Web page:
Then and Now

Dodd block

The former Dodd Block was named for Charles H. Dodd, who was born in New York City in 1838. At age nine, he went to live with a well-to-do family in Stamford, Connecticut and he received an excellent education until the age of 16, when he entered Yale College. After two years there, he was recruited to build the new railroad through Panama in 1855. Later he worked for a shipping company and traveled extensively around South America. During the Civil War, he served in the Esmeralda Rifles, a California-based infantry unit that suppressed Indian uprisings in the Southwest states.


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The former Dodd Block was named for Charles H. Dodd, who was born in New York City in 1838. At age nine, he went to live with a well-to-do family in Stamford, Connecticut and he received an excellent education until the age of 16, when he entered Yale College. After two years there, he was recruited to build the new railroad through Panama in 1855. Later he worked for a shipping company and traveled extensively around South America. During the Civil War, he served in the Esmeralda Rifles, a California-based infantry unit that suppressed Indian uprisings in the Southwest states.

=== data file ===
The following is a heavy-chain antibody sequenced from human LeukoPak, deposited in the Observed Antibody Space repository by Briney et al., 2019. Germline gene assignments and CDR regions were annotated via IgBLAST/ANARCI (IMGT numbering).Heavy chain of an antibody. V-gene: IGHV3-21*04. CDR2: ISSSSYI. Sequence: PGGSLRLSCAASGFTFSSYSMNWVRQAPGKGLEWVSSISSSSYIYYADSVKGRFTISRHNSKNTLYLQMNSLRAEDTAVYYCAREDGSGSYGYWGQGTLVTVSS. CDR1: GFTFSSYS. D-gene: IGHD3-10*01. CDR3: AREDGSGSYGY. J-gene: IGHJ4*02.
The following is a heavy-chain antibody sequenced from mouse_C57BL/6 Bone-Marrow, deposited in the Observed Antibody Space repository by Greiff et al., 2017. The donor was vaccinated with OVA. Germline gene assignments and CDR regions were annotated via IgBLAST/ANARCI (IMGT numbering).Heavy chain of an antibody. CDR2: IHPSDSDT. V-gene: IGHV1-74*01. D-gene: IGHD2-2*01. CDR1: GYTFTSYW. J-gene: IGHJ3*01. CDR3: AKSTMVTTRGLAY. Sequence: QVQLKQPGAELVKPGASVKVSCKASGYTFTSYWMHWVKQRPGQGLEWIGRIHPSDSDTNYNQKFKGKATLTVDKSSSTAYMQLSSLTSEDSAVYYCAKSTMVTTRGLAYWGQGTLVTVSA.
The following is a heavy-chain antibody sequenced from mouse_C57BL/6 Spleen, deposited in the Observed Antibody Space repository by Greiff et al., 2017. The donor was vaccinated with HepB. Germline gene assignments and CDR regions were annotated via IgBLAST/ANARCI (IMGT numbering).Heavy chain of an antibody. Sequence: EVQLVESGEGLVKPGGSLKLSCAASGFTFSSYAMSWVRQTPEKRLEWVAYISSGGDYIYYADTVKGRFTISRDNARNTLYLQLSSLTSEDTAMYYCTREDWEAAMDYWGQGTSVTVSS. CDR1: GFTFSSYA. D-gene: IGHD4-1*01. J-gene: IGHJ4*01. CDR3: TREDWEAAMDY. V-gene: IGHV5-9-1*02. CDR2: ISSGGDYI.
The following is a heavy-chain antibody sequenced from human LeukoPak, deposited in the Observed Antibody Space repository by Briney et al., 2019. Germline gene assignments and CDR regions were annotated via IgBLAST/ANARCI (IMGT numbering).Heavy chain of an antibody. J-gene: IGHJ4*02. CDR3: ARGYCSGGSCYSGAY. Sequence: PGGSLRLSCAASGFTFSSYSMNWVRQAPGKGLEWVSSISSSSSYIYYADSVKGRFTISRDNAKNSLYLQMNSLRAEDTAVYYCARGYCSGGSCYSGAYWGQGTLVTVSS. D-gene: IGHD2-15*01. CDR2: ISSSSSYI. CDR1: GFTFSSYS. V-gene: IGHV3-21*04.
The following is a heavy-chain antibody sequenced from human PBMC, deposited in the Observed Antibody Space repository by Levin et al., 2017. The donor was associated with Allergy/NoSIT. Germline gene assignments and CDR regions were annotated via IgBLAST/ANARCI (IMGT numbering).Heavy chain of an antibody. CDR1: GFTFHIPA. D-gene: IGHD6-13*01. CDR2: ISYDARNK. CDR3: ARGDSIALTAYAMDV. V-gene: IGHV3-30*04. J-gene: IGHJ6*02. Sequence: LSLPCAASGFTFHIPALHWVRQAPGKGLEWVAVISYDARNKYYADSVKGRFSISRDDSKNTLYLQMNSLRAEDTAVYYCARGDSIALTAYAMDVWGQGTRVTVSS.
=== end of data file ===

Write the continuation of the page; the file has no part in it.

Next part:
After marrying in 1866, Dodd and his new wife, Lucy Sprout, settled in Salem, Oregon and started a hardware store, later moving to Portland and joining another equipment business. He went on to build branch stores selling hardware and farm equipment in Oregon, Idaho and Washington, including Spokane in 1886. He lost his first building in Spokane’s massive 1889 fire and six days later broke ground on a new S-shaped building at Riverside and Monroe. The empty lot had to be filled with gravel because it sloped north down to the river canyon. The three-story building was across the street from the curved Crescent building, which lent its name to the department store that started there. Dodd’s dealership left town in 1898, but the building later housed the dry goods store of Miller, Mower and Flynne, which was well known for Irish linens. In 1902, the Spokane Chronicle built a gymnasium in the basement of the Dodd so that newspaper boys could play in a heated gym while waiting for papers to be dropped off. In 1964, the General Services Administration of the federal government bought the aging Dodd and the buildings around it for the new $8 million federal building that opened in 1966. The serpentine curb line was changed to match the south side of the street and a plaza with a fountain was built there. Charles Dodd, one of Portland’s most influential citizens, died in 1921. He was instrumental in uniting three municipalities into the city of Portland, serving on the Portland school board and giving money to charitable causes.


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